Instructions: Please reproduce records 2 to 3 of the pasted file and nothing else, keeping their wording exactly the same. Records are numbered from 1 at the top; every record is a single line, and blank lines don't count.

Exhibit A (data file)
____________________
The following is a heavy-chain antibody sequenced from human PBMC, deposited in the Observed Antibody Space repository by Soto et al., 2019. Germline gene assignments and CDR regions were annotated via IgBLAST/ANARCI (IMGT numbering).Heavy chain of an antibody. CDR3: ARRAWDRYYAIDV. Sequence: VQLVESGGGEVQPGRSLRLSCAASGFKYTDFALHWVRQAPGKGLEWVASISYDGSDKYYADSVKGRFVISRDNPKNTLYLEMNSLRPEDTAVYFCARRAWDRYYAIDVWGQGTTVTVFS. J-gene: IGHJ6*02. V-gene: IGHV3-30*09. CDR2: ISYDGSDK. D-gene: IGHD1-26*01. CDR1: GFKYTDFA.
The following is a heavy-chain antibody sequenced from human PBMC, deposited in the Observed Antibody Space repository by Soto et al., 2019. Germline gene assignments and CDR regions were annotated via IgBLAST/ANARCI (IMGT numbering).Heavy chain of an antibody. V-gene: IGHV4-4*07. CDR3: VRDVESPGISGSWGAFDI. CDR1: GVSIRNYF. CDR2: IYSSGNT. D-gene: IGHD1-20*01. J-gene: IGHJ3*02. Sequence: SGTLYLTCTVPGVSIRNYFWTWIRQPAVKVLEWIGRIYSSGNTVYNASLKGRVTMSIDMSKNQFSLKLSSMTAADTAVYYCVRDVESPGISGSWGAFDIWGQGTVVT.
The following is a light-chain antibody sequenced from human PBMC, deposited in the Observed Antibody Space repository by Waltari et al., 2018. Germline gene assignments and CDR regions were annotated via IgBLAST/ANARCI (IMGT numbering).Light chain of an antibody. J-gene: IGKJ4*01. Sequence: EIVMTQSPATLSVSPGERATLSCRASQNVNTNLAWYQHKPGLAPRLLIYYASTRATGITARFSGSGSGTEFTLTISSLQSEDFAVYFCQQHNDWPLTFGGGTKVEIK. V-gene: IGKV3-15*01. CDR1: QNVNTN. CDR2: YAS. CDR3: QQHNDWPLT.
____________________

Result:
The following is a heavy-chain antibody sequenced from human PBMC, deposited in the Observed Antibody Space repository by Soto et al., 2019. Germline gene assignments and CDR regions were annotated via IgBLAST/ANARCI (IMGT numbering).Heavy chain of an antibody. V-gene: IGHV4-4*07. CDR3: VRDVESPGISGSWGAFDI. CDR1: GVSIRNYF. CDR2: IYSSGNT. D-gene: IGHD1-20*01. J-gene: IGHJ3*02. Sequence: SGTLYLTCTVPGVSIRNYFWTWIRQPAVKVLEWIGRIYSSGNTVYNASLKGRVTMSIDMSKNQFSLKLSSMTAADTAVYYCVRDVESPGISGSWGAFDIWGQGTVVT.
The following is a light-chain antibody sequenced from human PBMC, deposited in the Observed Antibody Space repository by Waltari et al., 2018. Germline gene assignments and CDR regions were annotated via IgBLAST/ANARCI (IMGT numbering).Light chain of an antibody. J-gene: IGKJ4*01. Sequence: EIVMTQSPATLSVSPGERATLSCRASQNVNTNLAWYQHKPGLAPRLLIYYASTRATGITARFSGSGSGTEFTLTISSLQSEDFAVYFCQQHNDWPLTFGGGTKVEIK. V-gene: IGKV3-15*01. CDR1: QNVNTN. CDR2: YAS. CDR3: QQHNDWPLT.